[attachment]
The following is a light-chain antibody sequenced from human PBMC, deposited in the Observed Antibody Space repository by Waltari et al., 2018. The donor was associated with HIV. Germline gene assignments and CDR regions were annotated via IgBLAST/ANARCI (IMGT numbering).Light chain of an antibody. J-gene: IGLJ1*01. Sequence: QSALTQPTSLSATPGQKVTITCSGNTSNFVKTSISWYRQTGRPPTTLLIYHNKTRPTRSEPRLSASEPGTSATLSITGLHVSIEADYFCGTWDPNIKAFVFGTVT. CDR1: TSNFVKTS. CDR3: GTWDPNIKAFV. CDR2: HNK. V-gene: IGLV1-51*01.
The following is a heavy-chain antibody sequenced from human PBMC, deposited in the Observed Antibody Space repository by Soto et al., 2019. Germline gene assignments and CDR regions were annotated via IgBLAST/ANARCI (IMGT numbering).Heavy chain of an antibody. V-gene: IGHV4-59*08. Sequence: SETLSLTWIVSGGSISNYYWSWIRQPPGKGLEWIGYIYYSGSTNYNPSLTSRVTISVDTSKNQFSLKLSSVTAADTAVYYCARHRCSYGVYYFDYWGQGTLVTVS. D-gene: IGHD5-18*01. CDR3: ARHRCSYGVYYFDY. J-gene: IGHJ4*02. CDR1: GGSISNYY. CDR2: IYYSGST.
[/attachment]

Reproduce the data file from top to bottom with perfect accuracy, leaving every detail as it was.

The following is a light-chain antibody sequenced from human PBMC, deposited in the Observed Antibody Space repository by Waltari et al., 2018. The donor was associated with HIV. Germline gene assignments and CDR regions were annotated via IgBLAST/ANARCI (IMGT numbering).Light chain of an antibody. J-gene: IGLJ1*01. Sequence: QSALTQPTSLSATPGQKVTITCSGNTSNFVKTSISWYRQTGRPPTTLLIYHNKTRPTRSEPRLSASEPGTSATLSITGLHVSIEADYFCGTWDPNIKAFVFGTVT. CDR1: TSNFVKTS. CDR3: GTWDPNIKAFV. CDR2: HNK. V-gene: IGLV1-51*01.
The following is a heavy-chain antibody sequenced from human PBMC, deposited in the Observed Antibody Space repository by Soto et al., 2019. Germline gene assignments and CDR regions were annotated via IgBLAST/ANARCI (IMGT numbering).Heavy chain of an antibody. V-gene: IGHV4-59*08. Sequence: SETLSLTWIVSGGSISNYYWSWIRQPPGKGLEWIGYIYYSGSTNYNPSLTSRVTISVDTSKNQFSLKLSSVTAADTAVYYCARHRCSYGVYYFDYWGQGTLVTVS. D-gene: IGHD5-18*01. CDR3: ARHRCSYGVYYFDY. J-gene: IGHJ4*02. CDR1: GGSISNYY. CDR2: IYYSGST.